Every one of the top lawyers of these banks were at that secret confab in 2016.
The most recent proxy filed by JPMorgan Chase goes to inordinate lengths to justify what it is paying its CEO Jamie Dimon. It includes a graph comparing his pay to peer bank CEOs and another graph that shows what percent of profits he and the CEOs of peer banks are receiving. (How that became a relevant metric is anyone’s guess. These are not, after all, family-owned businesses but banks that are subsidized by a taxpayer backstop for their trillions in insured deposits which typically earn less than one percent interest as the banks simultaneously charge 10 to 20 percent interest on their credit cards issued to the struggling middle class of America.)
A better metric would be how much shareholders have lost from fines and settlements under the reigning CEO. In Jamie Dimon’s case, it’s north of $36 billion since the financial crisis in 2008. Additionally, there’s those three criminal felony counts, the first in the bank’s more than century-old existence. Two felony counts were leveled by the U.S. Justice Department in 2014 for the bank’s role in Bernie Madoff’s Ponzi scheme. Another felony count came the very next year for the bank’s role in the foreign exchange rigging.
The era of obscene pay on Wall Street has occurred side-by-side with the era of serial charges of crimes. There is only one way to interpret this: the Boards of Directors of these banks have lost their moral compass.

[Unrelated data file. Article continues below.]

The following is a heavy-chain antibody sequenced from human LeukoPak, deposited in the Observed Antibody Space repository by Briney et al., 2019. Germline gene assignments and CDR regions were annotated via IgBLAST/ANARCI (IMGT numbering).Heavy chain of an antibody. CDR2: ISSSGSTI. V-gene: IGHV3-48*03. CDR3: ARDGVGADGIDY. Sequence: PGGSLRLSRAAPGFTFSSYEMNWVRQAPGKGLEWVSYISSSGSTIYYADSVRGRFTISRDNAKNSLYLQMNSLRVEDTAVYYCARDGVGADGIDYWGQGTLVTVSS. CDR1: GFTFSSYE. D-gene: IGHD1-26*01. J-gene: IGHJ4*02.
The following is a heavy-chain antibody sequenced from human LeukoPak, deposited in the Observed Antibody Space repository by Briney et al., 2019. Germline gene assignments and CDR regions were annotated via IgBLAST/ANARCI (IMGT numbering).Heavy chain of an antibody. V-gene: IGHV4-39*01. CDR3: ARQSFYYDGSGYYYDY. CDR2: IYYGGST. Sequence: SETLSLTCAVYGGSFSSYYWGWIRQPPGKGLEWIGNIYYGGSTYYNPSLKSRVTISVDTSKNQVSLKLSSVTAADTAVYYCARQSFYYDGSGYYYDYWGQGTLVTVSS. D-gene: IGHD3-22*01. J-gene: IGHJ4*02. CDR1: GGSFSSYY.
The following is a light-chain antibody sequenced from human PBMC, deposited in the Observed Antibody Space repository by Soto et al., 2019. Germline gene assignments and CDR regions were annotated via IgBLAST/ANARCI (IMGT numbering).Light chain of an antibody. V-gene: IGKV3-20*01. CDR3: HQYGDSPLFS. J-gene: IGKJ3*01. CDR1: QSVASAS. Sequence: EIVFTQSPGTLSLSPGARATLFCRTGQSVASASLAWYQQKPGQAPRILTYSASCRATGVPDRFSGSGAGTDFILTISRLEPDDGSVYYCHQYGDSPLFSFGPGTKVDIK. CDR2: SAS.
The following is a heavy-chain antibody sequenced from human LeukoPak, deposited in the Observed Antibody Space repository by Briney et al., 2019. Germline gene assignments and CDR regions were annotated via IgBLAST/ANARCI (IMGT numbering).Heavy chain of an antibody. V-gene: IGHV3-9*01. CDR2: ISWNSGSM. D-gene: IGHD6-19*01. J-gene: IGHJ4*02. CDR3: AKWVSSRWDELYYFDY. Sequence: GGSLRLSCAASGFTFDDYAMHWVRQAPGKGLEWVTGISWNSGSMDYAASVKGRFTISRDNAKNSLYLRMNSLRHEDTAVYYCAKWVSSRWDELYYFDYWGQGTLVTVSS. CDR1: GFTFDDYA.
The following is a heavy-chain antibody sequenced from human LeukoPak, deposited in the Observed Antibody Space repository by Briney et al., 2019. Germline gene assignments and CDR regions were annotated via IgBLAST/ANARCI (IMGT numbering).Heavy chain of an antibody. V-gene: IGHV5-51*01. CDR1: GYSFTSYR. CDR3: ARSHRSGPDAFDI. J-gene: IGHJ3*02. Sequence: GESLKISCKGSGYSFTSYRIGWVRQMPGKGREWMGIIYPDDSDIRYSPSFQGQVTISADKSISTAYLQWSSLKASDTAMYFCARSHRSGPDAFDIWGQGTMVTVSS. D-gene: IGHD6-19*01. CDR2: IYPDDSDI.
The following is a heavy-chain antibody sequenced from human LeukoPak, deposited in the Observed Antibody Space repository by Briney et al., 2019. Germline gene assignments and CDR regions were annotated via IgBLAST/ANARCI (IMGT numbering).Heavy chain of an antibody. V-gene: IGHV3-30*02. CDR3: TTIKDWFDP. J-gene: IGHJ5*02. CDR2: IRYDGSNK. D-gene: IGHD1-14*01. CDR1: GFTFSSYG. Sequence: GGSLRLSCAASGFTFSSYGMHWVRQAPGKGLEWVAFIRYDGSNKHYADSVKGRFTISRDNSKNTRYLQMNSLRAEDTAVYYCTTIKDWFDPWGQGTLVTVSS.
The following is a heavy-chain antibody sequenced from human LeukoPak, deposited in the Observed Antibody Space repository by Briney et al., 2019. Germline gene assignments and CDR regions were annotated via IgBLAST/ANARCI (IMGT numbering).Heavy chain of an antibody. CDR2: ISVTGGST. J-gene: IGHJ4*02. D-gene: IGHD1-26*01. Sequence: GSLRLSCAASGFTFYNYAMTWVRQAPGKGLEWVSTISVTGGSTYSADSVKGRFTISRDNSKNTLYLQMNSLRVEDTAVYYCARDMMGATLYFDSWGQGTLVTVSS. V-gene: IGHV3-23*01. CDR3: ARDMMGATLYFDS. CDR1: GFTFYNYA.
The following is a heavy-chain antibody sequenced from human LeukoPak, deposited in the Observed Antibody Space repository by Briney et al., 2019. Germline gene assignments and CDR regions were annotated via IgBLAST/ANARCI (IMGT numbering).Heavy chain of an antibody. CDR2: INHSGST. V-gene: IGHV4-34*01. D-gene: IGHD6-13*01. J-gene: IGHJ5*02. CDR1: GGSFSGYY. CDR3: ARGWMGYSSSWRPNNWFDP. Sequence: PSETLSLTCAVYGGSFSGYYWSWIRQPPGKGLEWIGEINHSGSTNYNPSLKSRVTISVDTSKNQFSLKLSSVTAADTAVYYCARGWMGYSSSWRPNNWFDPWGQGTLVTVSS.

A sampling of charges against Citigroup since Michael Corbat became CEO:
July 1, 2013: Citigroup agrees to pay Fannie Mae $968 million for selling it defective mortgage loans.
September 25, 2013: Citigroup agrees to pay Freddie Mac $395 million to settle claims it sold it toxic mortgages.
December 4, 2013: Citigroup admits to participating in the Yen Libor financial derivatives cartel to the European Commission and accepts a fine of $95 million.
July 14, 2014: The U.S. Department of Justice announces a $7 billion settlement with Citigroup for selling toxic mortgages to investors. Attorney General Eric Holder called the bank’s conduct “egregious,” adding, “As a result of their assurances that toxic financial products were sound, Citigroup was able to expand its market share and increase profits.”
November 2014: Citigroup pays more than $1 billion to settle civil allegations with regulators that it manipulated foreign currency markets. Other global banks settled at the same time.